Location analytics leader, PiinPoint, has been supporting brands across North America to use data and analytics in their retail strategy since 2014. Since the onset of the COVID-19 pandemic, the retail playbook has been turned on its head, requiring organizational adaptability from retailers as they experienced a rapid rate of change.
The new realities faced by retailers over the last year have gained significant traction and present long-lasting implications to businesses and how they will plan their market strategy in 2022 and beyond. Though the end of 2021 may reflect a surge of “normal” shopping behaviour from pent-up demand, the next year presents a big question mark. How will retailers combine the best of their digital and physical worlds to remain relevant?
“The demands on retailers to leverage new attitudes and analytics to make experimental strategies from 2020 a lasting success are pressing,” explains Jim Robeson, CEO at PiinPoint. “For retailers to adequately evolve and be successful, they’ll need to remain relevant to a new consumer that lives in diversified markets, has adopted digital tools, and cares a lot about convenience, personalized experiences, and social consciousness.”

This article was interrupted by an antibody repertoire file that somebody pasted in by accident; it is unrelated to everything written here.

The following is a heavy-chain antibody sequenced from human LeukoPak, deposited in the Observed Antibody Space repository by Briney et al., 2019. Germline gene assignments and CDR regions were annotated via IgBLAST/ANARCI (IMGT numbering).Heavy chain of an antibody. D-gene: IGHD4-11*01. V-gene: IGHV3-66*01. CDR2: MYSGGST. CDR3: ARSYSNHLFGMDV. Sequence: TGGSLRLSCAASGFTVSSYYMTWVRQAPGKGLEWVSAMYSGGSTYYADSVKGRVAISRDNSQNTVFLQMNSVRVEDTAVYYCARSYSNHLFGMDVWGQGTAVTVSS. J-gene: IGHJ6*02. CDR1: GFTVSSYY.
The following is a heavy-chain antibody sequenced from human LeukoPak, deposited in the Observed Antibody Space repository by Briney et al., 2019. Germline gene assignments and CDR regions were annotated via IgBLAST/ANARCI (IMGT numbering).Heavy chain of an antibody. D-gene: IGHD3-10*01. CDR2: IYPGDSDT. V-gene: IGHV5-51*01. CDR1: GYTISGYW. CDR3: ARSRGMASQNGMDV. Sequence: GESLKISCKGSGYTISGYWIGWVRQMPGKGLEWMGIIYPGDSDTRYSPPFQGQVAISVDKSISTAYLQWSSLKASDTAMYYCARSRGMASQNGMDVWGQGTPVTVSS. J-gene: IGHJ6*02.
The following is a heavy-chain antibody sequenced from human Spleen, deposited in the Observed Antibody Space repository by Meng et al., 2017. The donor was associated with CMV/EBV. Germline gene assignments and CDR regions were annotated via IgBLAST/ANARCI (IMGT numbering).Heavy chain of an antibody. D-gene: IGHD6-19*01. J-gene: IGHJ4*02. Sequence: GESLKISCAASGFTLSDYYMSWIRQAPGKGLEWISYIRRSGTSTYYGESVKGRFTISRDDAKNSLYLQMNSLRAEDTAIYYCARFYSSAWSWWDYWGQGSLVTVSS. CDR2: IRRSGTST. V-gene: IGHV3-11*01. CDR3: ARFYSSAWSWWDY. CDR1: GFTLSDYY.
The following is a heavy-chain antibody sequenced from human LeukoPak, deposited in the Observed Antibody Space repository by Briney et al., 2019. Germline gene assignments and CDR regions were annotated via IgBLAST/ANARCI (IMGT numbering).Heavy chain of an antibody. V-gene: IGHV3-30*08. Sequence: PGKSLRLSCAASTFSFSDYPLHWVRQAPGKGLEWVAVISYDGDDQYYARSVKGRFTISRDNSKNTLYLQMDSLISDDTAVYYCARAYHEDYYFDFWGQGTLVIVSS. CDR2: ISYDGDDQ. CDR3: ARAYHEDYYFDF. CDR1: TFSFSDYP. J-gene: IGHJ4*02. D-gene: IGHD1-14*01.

Through a series of executive interviews across key retail verticals, Canadian retail executives weighed in on which long-lasting dynamics will need to be embraced in a post-COVID world. Five trends were identified and the implications for market planning are clear:
- Brand Beware. The Threat of Retail Cancel Culture
- Rural is the new Urban
- Retail Prescribed by the Consumer
- Real Estate Teams Do More than Secure the Dirt
- De-Risk Brick & Mortar Strategy through Experimentation
Retail brands are realizing the depth to which the consumer must feel represented – in customer service, product options, marketing, values and beliefs – and that an intimate understanding of the consumer must underpin all strategy decisions for the organization. These behaviours challenge age-old assumptions about what a good retail experience is, and subsequently, how to plan for real estate. As a result, Retail Analytics must adopt a location dimension, or lose the nuance of a local market.